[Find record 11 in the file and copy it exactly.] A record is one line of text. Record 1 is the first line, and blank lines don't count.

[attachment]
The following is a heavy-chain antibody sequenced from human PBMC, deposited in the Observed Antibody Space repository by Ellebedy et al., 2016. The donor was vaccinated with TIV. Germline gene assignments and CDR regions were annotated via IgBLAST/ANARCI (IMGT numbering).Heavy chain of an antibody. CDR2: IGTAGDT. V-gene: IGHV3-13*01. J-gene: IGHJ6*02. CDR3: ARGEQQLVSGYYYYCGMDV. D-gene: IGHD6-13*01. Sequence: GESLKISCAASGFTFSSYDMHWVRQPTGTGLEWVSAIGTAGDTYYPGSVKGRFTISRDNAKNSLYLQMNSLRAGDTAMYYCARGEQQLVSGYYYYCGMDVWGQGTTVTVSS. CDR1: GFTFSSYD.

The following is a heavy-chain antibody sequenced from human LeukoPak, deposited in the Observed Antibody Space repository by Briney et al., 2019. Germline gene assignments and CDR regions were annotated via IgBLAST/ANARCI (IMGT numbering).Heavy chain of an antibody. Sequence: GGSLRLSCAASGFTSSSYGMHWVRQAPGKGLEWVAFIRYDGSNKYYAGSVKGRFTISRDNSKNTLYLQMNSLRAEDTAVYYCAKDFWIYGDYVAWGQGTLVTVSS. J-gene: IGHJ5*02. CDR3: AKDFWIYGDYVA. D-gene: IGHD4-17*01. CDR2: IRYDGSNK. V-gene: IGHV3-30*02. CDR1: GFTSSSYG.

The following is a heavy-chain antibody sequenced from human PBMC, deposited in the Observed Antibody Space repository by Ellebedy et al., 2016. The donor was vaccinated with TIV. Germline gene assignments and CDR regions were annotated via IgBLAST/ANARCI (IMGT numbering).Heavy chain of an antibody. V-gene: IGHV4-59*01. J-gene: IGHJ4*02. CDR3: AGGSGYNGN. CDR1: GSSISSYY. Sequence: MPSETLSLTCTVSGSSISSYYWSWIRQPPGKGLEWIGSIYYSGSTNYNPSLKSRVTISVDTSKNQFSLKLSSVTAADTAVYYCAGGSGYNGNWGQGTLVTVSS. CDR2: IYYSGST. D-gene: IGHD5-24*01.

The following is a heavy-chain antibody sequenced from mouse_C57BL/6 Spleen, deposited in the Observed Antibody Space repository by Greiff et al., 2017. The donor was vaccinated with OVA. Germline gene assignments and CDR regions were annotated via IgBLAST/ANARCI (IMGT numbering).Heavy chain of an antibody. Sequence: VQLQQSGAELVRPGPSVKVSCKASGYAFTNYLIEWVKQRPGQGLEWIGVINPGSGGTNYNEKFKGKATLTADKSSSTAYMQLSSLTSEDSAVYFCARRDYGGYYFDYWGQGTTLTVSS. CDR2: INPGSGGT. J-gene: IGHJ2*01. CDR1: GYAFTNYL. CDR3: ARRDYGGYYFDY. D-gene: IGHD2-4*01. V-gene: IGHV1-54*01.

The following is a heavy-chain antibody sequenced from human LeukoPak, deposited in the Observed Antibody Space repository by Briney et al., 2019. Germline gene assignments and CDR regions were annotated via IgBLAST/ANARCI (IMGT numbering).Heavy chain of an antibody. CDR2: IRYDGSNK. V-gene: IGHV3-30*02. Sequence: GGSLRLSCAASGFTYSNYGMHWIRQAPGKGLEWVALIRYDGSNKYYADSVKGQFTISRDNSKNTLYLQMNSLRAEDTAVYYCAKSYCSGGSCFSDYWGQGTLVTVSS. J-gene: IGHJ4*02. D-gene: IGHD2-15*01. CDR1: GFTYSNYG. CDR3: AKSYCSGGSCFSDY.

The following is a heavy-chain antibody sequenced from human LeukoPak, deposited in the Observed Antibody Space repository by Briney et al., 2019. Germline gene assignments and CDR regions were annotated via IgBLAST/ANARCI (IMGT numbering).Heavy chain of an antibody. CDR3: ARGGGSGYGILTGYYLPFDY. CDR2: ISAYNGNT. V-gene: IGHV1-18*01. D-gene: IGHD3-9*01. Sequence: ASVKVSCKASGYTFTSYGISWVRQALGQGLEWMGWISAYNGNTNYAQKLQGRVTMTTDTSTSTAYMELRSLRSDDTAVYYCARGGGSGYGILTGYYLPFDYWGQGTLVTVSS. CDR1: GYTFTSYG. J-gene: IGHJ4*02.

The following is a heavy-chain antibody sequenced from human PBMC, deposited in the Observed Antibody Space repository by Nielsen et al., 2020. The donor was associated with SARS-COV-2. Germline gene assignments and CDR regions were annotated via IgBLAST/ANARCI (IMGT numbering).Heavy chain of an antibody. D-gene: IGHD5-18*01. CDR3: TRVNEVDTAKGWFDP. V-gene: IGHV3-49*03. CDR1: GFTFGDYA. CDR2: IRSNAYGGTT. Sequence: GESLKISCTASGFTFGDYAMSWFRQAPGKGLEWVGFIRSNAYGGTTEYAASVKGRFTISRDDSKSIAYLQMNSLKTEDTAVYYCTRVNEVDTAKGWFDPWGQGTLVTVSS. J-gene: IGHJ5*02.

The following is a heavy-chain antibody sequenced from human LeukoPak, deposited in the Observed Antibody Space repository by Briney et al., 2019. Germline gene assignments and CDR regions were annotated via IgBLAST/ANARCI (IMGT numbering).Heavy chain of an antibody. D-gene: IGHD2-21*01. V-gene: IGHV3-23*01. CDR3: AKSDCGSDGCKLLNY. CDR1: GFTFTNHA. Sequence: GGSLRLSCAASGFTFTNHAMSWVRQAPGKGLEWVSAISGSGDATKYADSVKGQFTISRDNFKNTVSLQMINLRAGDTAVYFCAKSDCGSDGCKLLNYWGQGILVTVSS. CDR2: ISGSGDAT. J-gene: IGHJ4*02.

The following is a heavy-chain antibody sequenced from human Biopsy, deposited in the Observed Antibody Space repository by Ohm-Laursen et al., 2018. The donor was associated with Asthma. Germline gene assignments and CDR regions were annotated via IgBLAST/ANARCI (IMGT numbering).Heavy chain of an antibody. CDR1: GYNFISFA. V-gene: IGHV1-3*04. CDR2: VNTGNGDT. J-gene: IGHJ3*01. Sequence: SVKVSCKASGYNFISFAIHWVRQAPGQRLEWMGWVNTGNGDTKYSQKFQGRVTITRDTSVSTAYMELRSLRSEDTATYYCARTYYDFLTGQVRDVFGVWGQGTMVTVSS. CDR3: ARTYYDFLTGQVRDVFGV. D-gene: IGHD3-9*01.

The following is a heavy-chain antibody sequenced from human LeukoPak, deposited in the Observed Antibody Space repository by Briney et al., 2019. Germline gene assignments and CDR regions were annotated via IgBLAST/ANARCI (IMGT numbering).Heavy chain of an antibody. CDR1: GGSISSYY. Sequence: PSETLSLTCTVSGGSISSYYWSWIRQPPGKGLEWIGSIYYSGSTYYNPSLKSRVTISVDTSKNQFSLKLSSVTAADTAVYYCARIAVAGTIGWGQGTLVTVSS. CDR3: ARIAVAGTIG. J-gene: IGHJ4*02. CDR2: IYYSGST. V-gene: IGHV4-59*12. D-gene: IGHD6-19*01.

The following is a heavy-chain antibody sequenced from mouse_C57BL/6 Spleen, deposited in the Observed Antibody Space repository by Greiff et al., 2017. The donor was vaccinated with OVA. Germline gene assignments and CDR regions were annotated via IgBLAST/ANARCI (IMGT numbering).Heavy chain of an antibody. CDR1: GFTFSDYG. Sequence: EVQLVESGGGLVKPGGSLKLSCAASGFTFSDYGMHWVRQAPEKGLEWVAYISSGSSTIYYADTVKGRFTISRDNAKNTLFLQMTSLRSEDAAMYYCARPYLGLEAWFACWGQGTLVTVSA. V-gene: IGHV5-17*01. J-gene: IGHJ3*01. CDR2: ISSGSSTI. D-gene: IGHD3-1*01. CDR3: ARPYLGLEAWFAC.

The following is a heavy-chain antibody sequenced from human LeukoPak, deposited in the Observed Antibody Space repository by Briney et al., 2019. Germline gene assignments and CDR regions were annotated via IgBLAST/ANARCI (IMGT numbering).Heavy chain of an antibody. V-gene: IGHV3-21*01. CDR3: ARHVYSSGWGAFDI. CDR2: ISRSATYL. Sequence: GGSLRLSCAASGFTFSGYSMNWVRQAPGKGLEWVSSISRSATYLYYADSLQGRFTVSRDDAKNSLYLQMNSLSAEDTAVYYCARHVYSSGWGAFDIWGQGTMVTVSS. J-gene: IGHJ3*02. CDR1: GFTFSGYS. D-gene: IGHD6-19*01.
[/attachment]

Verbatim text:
The following is a heavy-chain antibody sequenced from mouse_C57BL/6 Spleen, deposited in the Observed Antibody Space repository by Greiff et al., 2017. The donor was vaccinated with OVA. Germline gene assignments and CDR regions were annotated via IgBLAST/ANARCI (IMGT numbering).Heavy chain of an antibody. CDR1: GFTFSDYG. Sequence: EVQLVESGGGLVKPGGSLKLSCAASGFTFSDYGMHWVRQAPEKGLEWVAYISSGSSTIYYADTVKGRFTISRDNAKNTLFLQMTSLRSEDAAMYYCARPYLGLEAWFACWGQGTLVTVSA. V-gene: IGHV5-17*01. J-gene: IGHJ3*01. CDR2: ISSGSSTI. D-gene: IGHD3-1*01. CDR3: ARPYLGLEAWFAC.